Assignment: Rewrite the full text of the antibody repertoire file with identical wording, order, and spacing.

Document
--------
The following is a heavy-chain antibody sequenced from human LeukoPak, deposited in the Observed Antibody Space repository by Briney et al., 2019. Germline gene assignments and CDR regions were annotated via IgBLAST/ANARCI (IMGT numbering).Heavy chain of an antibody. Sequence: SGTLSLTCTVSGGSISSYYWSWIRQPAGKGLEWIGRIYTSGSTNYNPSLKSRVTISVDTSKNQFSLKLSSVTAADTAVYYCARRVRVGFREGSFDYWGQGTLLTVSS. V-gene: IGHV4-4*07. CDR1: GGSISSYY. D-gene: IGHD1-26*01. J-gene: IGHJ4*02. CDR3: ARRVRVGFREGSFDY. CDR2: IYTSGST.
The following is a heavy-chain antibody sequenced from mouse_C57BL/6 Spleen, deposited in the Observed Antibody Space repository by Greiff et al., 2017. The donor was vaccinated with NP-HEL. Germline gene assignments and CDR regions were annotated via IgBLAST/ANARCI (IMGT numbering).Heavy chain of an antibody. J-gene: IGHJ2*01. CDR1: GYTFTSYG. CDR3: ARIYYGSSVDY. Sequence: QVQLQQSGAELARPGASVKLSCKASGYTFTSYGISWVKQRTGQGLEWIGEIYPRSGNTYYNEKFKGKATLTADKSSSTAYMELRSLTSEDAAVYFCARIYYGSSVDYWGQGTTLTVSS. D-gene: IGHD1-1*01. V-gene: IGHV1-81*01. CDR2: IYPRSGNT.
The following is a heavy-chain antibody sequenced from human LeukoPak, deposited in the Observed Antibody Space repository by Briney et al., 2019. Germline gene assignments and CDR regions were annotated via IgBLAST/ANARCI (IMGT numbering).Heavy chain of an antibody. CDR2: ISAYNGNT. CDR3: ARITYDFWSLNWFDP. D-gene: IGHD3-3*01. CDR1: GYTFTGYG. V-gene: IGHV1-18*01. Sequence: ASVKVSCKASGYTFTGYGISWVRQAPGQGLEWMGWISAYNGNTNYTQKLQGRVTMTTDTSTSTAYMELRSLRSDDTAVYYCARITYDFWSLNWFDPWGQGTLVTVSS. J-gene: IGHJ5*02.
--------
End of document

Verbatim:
The following is a heavy-chain antibody sequenced from human LeukoPak, deposited in the Observed Antibody Space repository by Briney et al., 2019. Germline gene assignments and CDR regions were annotated via IgBLAST/ANARCI (IMGT numbering).Heavy chain of an antibody. Sequence: SGTLSLTCTVSGGSISSYYWSWIRQPAGKGLEWIGRIYTSGSTNYNPSLKSRVTISVDTSKNQFSLKLSSVTAADTAVYYCARRVRVGFREGSFDYWGQGTLLTVSS. V-gene: IGHV4-4*07. CDR1: GGSISSYY. D-gene: IGHD1-26*01. J-gene: IGHJ4*02. CDR3: ARRVRVGFREGSFDY. CDR2: IYTSGST.
The following is a heavy-chain antibody sequenced from mouse_C57BL/6 Spleen, deposited in the Observed Antibody Space repository by Greiff et al., 2017. The donor was vaccinated with NP-HEL. Germline gene assignments and CDR regions were annotated via IgBLAST/ANARCI (IMGT numbering).Heavy chain of an antibody. J-gene: IGHJ2*01. CDR1: GYTFTSYG. CDR3: ARIYYGSSVDY. Sequence: QVQLQQSGAELARPGASVKLSCKASGYTFTSYGISWVKQRTGQGLEWIGEIYPRSGNTYYNEKFKGKATLTADKSSSTAYMELRSLTSEDAAVYFCARIYYGSSVDYWGQGTTLTVSS. D-gene: IGHD1-1*01. V-gene: IGHV1-81*01. CDR2: IYPRSGNT.
The following is a heavy-chain antibody sequenced from human LeukoPak, deposited in the Observed Antibody Space repository by Briney et al., 2019. Germline gene assignments and CDR regions were annotated via IgBLAST/ANARCI (IMGT numbering).Heavy chain of an antibody. CDR2: ISAYNGNT. CDR3: ARITYDFWSLNWFDP. D-gene: IGHD3-3*01. CDR1: GYTFTGYG. V-gene: IGHV1-18*01. Sequence: ASVKVSCKASGYTFTGYGISWVRQAPGQGLEWMGWISAYNGNTNYTQKLQGRVTMTTDTSTSTAYMELRSLRSDDTAVYYCARITYDFWSLNWFDPWGQGTLVTVSS. J-gene: IGHJ5*02.